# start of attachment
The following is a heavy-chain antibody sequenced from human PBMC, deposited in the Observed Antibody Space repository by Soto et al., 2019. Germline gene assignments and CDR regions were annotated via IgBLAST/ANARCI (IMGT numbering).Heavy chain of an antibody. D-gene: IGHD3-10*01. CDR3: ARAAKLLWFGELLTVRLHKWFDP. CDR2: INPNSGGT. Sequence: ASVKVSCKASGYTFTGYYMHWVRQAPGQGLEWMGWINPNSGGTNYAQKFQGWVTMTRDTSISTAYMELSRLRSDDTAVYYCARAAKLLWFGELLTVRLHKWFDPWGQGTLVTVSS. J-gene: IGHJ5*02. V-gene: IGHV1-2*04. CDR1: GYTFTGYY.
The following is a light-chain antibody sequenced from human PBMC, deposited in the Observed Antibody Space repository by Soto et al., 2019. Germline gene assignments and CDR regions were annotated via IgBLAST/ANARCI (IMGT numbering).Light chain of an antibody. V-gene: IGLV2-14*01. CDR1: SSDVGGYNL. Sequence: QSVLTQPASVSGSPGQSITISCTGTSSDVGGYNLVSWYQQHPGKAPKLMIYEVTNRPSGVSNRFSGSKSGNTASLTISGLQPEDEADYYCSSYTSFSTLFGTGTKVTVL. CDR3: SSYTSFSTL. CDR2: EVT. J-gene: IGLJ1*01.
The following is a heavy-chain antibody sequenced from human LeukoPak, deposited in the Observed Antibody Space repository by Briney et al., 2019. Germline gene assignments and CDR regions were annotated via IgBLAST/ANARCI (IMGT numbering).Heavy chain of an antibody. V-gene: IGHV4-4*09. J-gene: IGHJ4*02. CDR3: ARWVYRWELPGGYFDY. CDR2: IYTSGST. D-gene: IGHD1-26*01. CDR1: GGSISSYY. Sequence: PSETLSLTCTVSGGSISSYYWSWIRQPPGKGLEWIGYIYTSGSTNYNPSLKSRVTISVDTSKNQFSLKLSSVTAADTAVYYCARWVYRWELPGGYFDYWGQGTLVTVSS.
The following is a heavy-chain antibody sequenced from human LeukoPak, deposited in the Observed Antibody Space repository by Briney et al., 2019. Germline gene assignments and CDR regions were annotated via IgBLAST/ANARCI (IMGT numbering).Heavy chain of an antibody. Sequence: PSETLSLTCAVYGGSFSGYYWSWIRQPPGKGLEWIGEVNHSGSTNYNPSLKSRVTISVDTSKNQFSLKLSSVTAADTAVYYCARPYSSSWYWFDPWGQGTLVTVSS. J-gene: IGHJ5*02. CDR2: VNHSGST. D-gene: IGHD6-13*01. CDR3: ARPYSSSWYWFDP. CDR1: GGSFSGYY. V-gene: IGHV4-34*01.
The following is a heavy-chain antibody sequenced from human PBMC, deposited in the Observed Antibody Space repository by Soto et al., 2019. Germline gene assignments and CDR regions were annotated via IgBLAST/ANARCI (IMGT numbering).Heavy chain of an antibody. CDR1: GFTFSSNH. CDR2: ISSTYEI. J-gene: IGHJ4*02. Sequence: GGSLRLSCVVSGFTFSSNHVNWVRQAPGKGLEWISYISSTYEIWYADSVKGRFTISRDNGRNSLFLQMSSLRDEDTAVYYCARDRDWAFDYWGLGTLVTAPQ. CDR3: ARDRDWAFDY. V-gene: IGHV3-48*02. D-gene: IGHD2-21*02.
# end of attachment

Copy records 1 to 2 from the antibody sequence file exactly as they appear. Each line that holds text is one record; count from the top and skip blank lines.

The following is a heavy-chain antibody sequenced from human PBMC, deposited in the Observed Antibody Space repository by Soto et al., 2019. Germline gene assignments and CDR regions were annotated via IgBLAST/ANARCI (IMGT numbering).Heavy chain of an antibody. D-gene: IGHD3-10*01. CDR3: ARAAKLLWFGELLTVRLHKWFDP. CDR2: INPNSGGT. Sequence: ASVKVSCKASGYTFTGYYMHWVRQAPGQGLEWMGWINPNSGGTNYAQKFQGWVTMTRDTSISTAYMELSRLRSDDTAVYYCARAAKLLWFGELLTVRLHKWFDPWGQGTLVTVSS. J-gene: IGHJ5*02. V-gene: IGHV1-2*04. CDR1: GYTFTGYY.
The following is a light-chain antibody sequenced from human PBMC, deposited in the Observed Antibody Space repository by Soto et al., 2019. Germline gene assignments and CDR regions were annotated via IgBLAST/ANARCI (IMGT numbering).Light chain of an antibody. V-gene: IGLV2-14*01. CDR1: SSDVGGYNL. Sequence: QSVLTQPASVSGSPGQSITISCTGTSSDVGGYNLVSWYQQHPGKAPKLMIYEVTNRPSGVSNRFSGSKSGNTASLTISGLQPEDEADYYCSSYTSFSTLFGTGTKVTVL. CDR3: SSYTSFSTL. CDR2: EVT. J-gene: IGLJ1*01.